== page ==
Fly Fishing frustration

Brad Smith, Member, Sun Lakes Fly Fishing Club

I am here with my friends in the Sun Lakes Fly Fishing Club, bobbing about in a small boat on a small lake within the White Mountain Apache Reservation in west central Arizona. The lake sits at over 9,000 feet, and my breath quickens as I row in the thin morning air. I am new here, having recently moved to Arizona after 40 years in Alaska. Things are different: The climate, the land, the people and the lakes. Unlike Alaskan lakes, this and all Arizona’s lakes did not originate during past glacial epochs, but were more recently made by damming depressions in the landscape. The lakes are small and shallow because of this; I know where these trout must be. I know what insects they (supposedly) feed on. I’ve read books, gone to meetings, tied fly patterns known to catch fish everywhere. I am ready.

The lake’s waters are very clear, and occasionally my adversaries reveal themselves. An iridescent flash of scales passes beneath the boat and another fish (got to be 16 inches!) breaks the surface off my bow for some unknown trout reason. But trout are inscrutable. I am trying to match wits with an organism whose brain is the size of a cashew, and I am losing. Worse, I know most of these are not among the trout Illuminati, those wizened lunkers that have outsmarted anglers for millennia, but rather “stockers,” 10-inch silvery clones lacking good parental guidance and known to recklessly pursue and eat anything in or on the water, except my offerings. Cast after cast goes unanswered. Damn fish.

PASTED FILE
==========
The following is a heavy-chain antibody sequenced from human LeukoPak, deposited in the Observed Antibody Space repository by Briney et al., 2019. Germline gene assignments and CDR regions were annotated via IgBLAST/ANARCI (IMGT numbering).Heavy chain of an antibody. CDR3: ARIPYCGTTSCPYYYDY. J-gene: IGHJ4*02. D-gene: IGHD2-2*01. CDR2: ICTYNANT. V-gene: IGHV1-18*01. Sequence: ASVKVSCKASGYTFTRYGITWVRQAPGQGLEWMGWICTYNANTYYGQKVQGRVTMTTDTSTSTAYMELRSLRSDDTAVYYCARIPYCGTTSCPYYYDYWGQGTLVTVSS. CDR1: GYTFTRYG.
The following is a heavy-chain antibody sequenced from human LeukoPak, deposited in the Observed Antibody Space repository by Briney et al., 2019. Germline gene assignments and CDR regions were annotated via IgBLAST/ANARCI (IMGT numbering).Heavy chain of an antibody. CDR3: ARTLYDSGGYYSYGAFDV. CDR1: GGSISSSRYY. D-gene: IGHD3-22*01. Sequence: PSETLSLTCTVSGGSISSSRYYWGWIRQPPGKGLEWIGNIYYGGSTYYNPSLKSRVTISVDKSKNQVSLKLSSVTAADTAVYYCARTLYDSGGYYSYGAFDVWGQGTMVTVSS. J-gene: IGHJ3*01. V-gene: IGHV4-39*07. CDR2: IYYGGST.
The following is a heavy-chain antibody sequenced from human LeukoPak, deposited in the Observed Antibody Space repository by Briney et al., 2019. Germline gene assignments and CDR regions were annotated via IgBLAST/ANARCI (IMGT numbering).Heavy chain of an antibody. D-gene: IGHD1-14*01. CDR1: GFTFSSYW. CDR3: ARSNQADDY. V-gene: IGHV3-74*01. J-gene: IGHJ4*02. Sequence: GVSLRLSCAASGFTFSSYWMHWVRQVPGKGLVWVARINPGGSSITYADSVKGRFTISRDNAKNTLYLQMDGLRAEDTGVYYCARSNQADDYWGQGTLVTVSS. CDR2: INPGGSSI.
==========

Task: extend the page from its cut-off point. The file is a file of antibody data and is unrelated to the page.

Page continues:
Suddenly, a shout from my buddy fishing near shore and to my left; I turn to see a silvery explosion in the water in front of his boat. The fish leaps majestically. Hurray! And Damn! What am I doing wrong?? I audition another half dozen fly patterns, nothing.

Four hours now, and I remain skunked, but my fevered urgency to catch trout begins to give way to awareness. The blueness of the lake is framed by tall pines; an elk bugles. Clouds drift by over the mountain tops with the reminder of the approaching monsoon season. Two osprey circle above, one plummets to the water behind me. Like my buddy, the bird out-fishes me. Oh well…

It is late afternoon. The wind, that bane of the fly fisherman, freshens and signals it’s time to row back to shore. Once on land, I crack a beer with my friends, commiserating with the unsuccessful, interrogating those who did well. I listen. I learn. Next time…. Next time….

“A lake is the eye of nature, looking into which the beholder measures the depths of his own soul.” —Purposeful misquote of Thoreau—